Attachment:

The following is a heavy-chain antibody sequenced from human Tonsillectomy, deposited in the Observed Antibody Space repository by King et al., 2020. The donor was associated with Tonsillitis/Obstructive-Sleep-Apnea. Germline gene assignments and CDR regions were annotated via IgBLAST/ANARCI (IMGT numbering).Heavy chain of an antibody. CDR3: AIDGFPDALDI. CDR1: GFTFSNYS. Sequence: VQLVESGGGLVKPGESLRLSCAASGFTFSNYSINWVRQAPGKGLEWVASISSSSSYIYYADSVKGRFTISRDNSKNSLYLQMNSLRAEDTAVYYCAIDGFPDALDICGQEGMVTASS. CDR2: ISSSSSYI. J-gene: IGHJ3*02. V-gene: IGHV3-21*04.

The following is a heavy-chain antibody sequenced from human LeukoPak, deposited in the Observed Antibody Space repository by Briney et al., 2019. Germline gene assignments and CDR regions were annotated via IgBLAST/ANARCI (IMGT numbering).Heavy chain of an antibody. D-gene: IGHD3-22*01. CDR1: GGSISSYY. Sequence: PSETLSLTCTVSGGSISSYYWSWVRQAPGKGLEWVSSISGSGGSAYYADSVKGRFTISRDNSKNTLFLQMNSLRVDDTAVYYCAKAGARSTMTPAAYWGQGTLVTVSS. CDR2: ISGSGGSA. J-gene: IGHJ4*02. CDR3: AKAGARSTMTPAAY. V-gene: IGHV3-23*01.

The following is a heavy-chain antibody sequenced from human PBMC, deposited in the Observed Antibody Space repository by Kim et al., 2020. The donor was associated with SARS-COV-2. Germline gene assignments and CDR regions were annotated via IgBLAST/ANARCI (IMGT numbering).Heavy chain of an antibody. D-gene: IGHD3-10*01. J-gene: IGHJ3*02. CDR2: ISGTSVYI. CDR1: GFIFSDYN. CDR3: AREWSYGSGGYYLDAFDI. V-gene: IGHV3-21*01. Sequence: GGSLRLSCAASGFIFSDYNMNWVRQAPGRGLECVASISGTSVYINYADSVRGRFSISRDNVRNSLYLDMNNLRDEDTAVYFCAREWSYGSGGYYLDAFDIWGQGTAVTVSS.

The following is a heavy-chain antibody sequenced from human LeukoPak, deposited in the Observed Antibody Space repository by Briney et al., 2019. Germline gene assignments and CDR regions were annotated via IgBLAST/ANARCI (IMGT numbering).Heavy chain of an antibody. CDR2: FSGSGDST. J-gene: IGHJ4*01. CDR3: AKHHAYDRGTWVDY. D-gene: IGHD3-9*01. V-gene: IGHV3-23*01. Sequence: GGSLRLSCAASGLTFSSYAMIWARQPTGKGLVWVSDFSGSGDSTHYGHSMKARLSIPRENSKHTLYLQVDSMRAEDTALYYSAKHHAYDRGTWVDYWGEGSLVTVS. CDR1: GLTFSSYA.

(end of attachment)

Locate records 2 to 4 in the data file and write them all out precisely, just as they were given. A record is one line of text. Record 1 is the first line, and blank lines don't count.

The following is a heavy-chain antibody sequenced from human LeukoPak, deposited in the Observed Antibody Space repository by Briney et al., 2019. Germline gene assignments and CDR regions were annotated via IgBLAST/ANARCI (IMGT numbering).Heavy chain of an antibody. D-gene: IGHD3-22*01. CDR1: GGSISSYY. Sequence: PSETLSLTCTVSGGSISSYYWSWVRQAPGKGLEWVSSISGSGGSAYYADSVKGRFTISRDNSKNTLFLQMNSLRVDDTAVYYCAKAGARSTMTPAAYWGQGTLVTVSS. CDR2: ISGSGGSA. J-gene: IGHJ4*02. CDR3: AKAGARSTMTPAAY. V-gene: IGHV3-23*01.

The following is a heavy-chain antibody sequenced from human PBMC, deposited in the Observed Antibody Space repository by Kim et al., 2020. The donor was associated with SARS-COV-2. Germline gene assignments and CDR regions were annotated via IgBLAST/ANARCI (IMGT numbering).Heavy chain of an antibody. D-gene: IGHD3-10*01. J-gene: IGHJ3*02. CDR2: ISGTSVYI. CDR1: GFIFSDYN. CDR3: AREWSYGSGGYYLDAFDI. V-gene: IGHV3-21*01. Sequence: GGSLRLSCAASGFIFSDYNMNWVRQAPGRGLECVASISGTSVYINYADSVRGRFSISRDNVRNSLYLDMNNLRDEDTAVYFCAREWSYGSGGYYLDAFDIWGQGTAVTVSS.

The following is a heavy-chain antibody sequenced from human LeukoPak, deposited in the Observed Antibody Space repository by Briney et al., 2019. Germline gene assignments and CDR regions were annotated via IgBLAST/ANARCI (IMGT numbering).Heavy chain of an antibody. CDR2: FSGSGDST. J-gene: IGHJ4*01. CDR3: AKHHAYDRGTWVDY. D-gene: IGHD3-9*01. V-gene: IGHV3-23*01. Sequence: GGSLRLSCAASGLTFSSYAMIWARQPTGKGLVWVSDFSGSGDSTHYGHSMKARLSIPRENSKHTLYLQVDSMRAEDTALYYSAKHHAYDRGTWVDYWGEGSLVTVS. CDR1: GLTFSSYA.